More worrisome aspiration occurs when this fails or is overwhelmed
Despite normal flora, most aspirations are *NOT* infections
When infection does occur, it is due to colonizing mouth and stomach organisms
Organisms are carried into to Lung With the Movement of Air
This mechanism requires that the organism be capable of tolerating drying enough to be carried on a droplet nucleus
Many organisms transmitted this way are of public health significance (e.g. MTB), and may require isolation precautions
the upper lobes are most commonly affected
Examples of organisms: Mycobacterium TB., Aspergillus, Cryptococcus, ?viruses
It is your responsibility to know which infections need to be reported to public health, for BC:
Dental hygiene and type of aspiration important for empiric therapy
Infections carried through the blood stream are implanted in the lungs
are often found in the periphery where blood vessels are smaller
Are often associated with systemic disease and have multiple foci
Some infections get to the lungs because of combinations of, or unusual, means
Droplet transmission -- Respiratory droplets make contact with mucous membranes, and are either spread via aspiration, contiguous spread or hematogenously.
Direct innoculation -- either because of fomites or trauma e.g. intubation
Combinations -- some organisms can be trasmitted by multiple routes e.g. influenza, S. aureus
These infections may require isolation
How do I know ?
Diagnosing lung infection requires multiple pieces of information
Clinical: New symptoms attributable to respiratory tract with or without systemic symptoms:
Shortness of Breath, cough, wheeze, change in sputum, hemoptysis, chest pain . . .
Diagnositic: Visible changes on imaging
Diagnosis is clinical and using imaging. Culture does not diagnose lung infections
Microbiology can help determine causative organisms and sensitivities, but cannot determine if an organism is a colonizer or causing infection
The respiratory tract has natural flora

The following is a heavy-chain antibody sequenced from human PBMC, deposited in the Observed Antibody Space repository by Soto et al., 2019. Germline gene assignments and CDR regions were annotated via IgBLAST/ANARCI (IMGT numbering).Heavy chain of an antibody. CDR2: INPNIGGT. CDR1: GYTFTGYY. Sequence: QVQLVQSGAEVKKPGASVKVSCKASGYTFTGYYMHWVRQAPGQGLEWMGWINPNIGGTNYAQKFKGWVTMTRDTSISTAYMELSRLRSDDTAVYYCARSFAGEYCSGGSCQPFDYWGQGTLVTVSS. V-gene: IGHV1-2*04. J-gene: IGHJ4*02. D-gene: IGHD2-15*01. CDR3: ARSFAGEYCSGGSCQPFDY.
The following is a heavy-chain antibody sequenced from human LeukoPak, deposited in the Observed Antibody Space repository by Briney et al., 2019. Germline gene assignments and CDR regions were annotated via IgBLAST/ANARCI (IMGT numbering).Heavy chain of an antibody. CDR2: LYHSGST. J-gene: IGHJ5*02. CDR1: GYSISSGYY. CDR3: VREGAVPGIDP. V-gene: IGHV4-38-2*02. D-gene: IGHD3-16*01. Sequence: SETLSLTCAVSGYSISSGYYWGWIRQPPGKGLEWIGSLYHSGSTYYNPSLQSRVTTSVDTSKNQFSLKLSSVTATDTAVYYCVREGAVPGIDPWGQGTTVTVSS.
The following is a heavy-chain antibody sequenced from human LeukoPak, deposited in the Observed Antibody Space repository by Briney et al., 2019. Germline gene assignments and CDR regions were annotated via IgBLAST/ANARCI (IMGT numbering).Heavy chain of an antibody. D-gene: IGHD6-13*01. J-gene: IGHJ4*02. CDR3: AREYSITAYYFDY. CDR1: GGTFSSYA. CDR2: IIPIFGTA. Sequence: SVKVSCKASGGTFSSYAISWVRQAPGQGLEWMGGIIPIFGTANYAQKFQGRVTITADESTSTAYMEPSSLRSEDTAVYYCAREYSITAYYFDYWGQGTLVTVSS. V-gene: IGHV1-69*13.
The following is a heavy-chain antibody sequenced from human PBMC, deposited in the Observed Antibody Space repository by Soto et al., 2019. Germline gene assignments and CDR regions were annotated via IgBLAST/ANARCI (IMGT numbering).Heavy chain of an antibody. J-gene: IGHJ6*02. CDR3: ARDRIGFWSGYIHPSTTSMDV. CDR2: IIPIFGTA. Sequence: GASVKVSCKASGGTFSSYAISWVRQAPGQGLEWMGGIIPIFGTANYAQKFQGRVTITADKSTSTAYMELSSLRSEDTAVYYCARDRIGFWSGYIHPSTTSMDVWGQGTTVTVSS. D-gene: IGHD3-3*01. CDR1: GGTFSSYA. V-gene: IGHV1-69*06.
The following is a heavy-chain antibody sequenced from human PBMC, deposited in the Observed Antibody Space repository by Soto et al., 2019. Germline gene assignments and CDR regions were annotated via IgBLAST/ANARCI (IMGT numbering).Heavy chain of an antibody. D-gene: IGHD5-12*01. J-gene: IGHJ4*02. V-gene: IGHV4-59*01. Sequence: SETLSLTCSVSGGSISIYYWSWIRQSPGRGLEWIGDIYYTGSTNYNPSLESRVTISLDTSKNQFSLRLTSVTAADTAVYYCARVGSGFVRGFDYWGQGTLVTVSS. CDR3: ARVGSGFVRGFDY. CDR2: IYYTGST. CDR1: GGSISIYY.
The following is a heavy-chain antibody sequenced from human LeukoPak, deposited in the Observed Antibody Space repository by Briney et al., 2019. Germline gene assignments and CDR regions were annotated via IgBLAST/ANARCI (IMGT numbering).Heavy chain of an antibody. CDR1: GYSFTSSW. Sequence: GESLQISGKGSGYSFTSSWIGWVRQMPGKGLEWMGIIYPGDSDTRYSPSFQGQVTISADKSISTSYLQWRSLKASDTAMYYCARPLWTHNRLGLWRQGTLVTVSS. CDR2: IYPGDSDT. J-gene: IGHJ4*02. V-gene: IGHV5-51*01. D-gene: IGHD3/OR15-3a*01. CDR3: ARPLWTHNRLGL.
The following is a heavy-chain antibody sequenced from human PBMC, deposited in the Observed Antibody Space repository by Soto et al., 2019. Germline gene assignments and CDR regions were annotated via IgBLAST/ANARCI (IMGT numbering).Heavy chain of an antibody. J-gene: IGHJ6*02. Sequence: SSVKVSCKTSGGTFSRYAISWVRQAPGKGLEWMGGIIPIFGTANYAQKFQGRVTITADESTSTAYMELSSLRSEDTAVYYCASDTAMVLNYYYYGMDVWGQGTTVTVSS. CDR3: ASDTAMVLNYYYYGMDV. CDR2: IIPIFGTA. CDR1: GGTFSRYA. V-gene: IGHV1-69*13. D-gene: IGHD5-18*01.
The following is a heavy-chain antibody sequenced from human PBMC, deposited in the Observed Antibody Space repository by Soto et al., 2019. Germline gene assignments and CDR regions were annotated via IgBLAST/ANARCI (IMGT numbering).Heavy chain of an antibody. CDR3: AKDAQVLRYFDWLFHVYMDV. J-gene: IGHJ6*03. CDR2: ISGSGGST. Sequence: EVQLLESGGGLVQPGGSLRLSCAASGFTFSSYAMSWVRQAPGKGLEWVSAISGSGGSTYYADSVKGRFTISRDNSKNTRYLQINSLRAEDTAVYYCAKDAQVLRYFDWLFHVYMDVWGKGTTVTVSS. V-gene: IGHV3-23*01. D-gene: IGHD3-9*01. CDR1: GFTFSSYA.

Most of this flora can be either normal or cause disease
The diagnosis of pneumonia is clinical and requires patient and imaging information
The mode of infection can help determine the pattern on imaging and what isolation is necessary
Laboratory testing supports clinical data
You are responsible for reporting some infections to public health
Routine culture: will include gram stain and culture
Request specific pathogens, e.g. mycoplasma
Request specific pathogens, ?isolate ?public health
Isolate, request AFB stain and culture, ?other tests
Consider fungal culture, cytology, serologies, ID consult
Know when not to treat:
Understanding Lab Reports
4+ polymorphs, 1+ epithelial cells, Good quality
2+ Gram positive cocci, 1+ gram negative rods
Growth of heavy Normal Respiratory flora
Growth of light E. coli
Respiratory virus testing: Sample negative for Influenza A, influenza B and RSV. A negative test does not rule out disease. Correlate clinically.
For all patients: Supportive Care
Admission to hospital vs. follow-up, bronchodilators, chest physiotherapy, suction, oxygen . . .
Most viral infections, Aspiration pneumonitis, COPD exacerbations without bacterial infection, candida, or other culture reports . . .
Know what you are treating
Know when to stop
Most common pathogens:
Streptococcus pneumonia, H. influenzae, C. pneumoniae, M. pneumoniae
first line therapy:
amoxicillin and clarithromycin
Most common pathogens:
Streptococcus pneumoniae, H. influenzae, S. aureus
First Line Therapy:
Ceftriaxone plus doxycycline, azithromycin or clarithromycin
Most common pathogens:
Otherwise mouth flora
First Line Therapy:
Most common pathogens:
Still S. pneumoniae, streptococci, H. influenzae, Staphylococci
Higher risk for more resistant pathogens: MRSA, pseudomonas
First Line thearpy early onset:
Ceftriaxone + ?
First line therapy late onset:
Pipercillin-tazobactam, cover MRSA if at risk
No such thing as "common pathogens":
Bacterial infections still most common
Increasing risk for atypical viral, fungal, parasitic infections
Consult infectious diseases
Treatment duration of 5 days can be sufficient if patient is improving, depending or the organism and the host
I Can't Possibly Cover It All
Pneumonia is the most common cause of hospitalization and death.
As a medical professional it is your job to know how to manage it
Every line of a microbiology report means something, if you aren't sure, ask.
The severity and type of pneumonia determine empiric therapy
microbiology data will help narrow treatment, not diagnose disease in *most* cases (e.g. not TB)
Treatment should be as close to 5 days as clinical improvement allows, 7 for HAP/VAP
special hosts may have unusual infections
Specific viruses and "atypical" pathogens need to asked for by name